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Featured Advisor

Srbo Radisavljevic
Managing Principal/Investment Advisor

Edge Portfolio Management


State: IL

At Edge, a low client to advisor ratio allows for personal and customized service for each individual.  Our goal is to work as a team for each client to provide not only portfolio management but wealth coordination and financial planning.  We make every effort to have frequent communication with our clients and to provide timely response to calls and emails.  I also enjoy spending time with my wife and three kids, following Chicago sports, enjoying ethnic cooking, and serving as a school board member for Norridge School District 80.

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What is the Preferred Skill Set You Value Most in a Presidential Candidate?

A corporate background? Diplomatic skills? Political experience?

| BY Donald Liebenson

Anyone, we are taught in school, can grow up to be president. But at a time of extraordinary challenges facing the country, voters are looking for specific skill sets to deal with the agonizingly slow economic recovery, world tensions, and domestic social issues.

What skill set do voters value most in a presidential candidate? According to a new survey conducted by Millionaire Corner, a near majority (45 percent) said they most value a candidatre with experience as a corporate executive and financial skills. This skill set is prized most heavily by Millionaires, 50.5 percent of whom said they value these most in a candidate.

More than one-quarter (26.5 percent) said they value most political experience, followed closely by diplomatic experience (22 percent), a reflection of concerns over the ongoing war in Afghanistan, the violence in Syria, the Eurozone crisis, and other international tensions.

Only 7 percent said that military experience is a skill set they value in a presidential candidate.

There is a fascinating Mars/Venus divide in the skill sets most prized by men and women. Half of men we surveyed said they value corporate and executive experience as well as financial skills compared with 39 percent of women. Women put more stock than men in diplomatic experience (27 percent vs. 17 percent) But there is near common ground in the valuation of political experience as a presidential candidate’s skill set (27 percent of women compared to 26 percent of men).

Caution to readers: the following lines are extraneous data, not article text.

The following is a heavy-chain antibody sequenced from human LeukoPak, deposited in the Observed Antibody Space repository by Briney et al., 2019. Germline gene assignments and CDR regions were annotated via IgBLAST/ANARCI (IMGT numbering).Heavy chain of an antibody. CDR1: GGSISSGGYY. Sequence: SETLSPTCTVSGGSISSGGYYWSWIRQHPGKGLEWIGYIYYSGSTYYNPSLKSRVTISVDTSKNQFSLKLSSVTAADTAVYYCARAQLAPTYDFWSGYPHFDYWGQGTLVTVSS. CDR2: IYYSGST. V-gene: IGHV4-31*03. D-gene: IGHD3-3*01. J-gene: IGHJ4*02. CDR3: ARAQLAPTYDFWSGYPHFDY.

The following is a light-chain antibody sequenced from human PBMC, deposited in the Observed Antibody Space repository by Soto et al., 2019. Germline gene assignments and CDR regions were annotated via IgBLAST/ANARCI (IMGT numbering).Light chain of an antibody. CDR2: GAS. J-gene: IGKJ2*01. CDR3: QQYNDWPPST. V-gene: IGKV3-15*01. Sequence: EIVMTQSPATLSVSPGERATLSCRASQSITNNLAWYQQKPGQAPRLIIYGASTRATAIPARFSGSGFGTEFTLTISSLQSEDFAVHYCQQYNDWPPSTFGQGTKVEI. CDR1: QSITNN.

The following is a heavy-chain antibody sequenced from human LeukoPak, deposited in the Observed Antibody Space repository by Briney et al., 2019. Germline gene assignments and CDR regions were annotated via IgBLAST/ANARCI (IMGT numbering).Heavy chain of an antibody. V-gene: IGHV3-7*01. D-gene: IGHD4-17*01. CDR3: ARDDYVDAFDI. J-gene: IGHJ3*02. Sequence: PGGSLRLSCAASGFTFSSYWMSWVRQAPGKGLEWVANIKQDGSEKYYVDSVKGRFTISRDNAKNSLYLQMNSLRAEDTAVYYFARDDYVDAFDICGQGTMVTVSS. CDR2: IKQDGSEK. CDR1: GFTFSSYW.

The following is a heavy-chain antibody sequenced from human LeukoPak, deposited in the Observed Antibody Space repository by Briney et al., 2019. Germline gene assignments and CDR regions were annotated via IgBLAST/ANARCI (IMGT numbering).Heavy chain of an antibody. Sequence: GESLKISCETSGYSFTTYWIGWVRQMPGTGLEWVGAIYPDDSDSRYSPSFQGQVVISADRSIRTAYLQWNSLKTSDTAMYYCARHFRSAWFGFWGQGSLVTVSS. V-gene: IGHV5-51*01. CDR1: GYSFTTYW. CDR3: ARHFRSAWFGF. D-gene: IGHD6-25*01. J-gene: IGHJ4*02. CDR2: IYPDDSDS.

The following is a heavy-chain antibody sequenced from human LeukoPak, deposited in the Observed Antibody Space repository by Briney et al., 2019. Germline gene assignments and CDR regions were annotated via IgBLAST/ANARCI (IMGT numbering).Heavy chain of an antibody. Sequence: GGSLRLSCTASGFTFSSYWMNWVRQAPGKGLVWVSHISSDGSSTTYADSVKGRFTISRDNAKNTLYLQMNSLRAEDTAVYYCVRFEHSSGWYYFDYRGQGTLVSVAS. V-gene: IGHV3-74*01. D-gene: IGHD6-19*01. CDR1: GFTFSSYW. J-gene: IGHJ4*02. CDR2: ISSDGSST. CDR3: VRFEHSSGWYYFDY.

The prolonged economic downturn is the national issue of greatest concern, according to first quarter net worth studies conducted by Millionaire Corner. Not surprisingly in an election year, the political environment—whether the President and Congress can work together on issues—ranks second, followed by the upcoming election.

The economy, too, is by the far the most significant issue that voters will consider when casting their ballot, according to a June survey of investors. The national debt ranked second, respondents said.

About the Author

Donald Liebenson


Donald Liebenson writes news and features for Millionaire Corner. He has been published in the Chicago Tribune, The Chicago Sun-Times, The Los Angeles Times, Fiscal Times, Entertainment Weekly, Huffington Post, and other outlets. He has also served as a marketing writer for Chicago-based Questar Entertainment and distributor Baker & Taylor.  

A graduate of the University of Southern California, he is married with a college-age son. He also writes extensively about entertainment.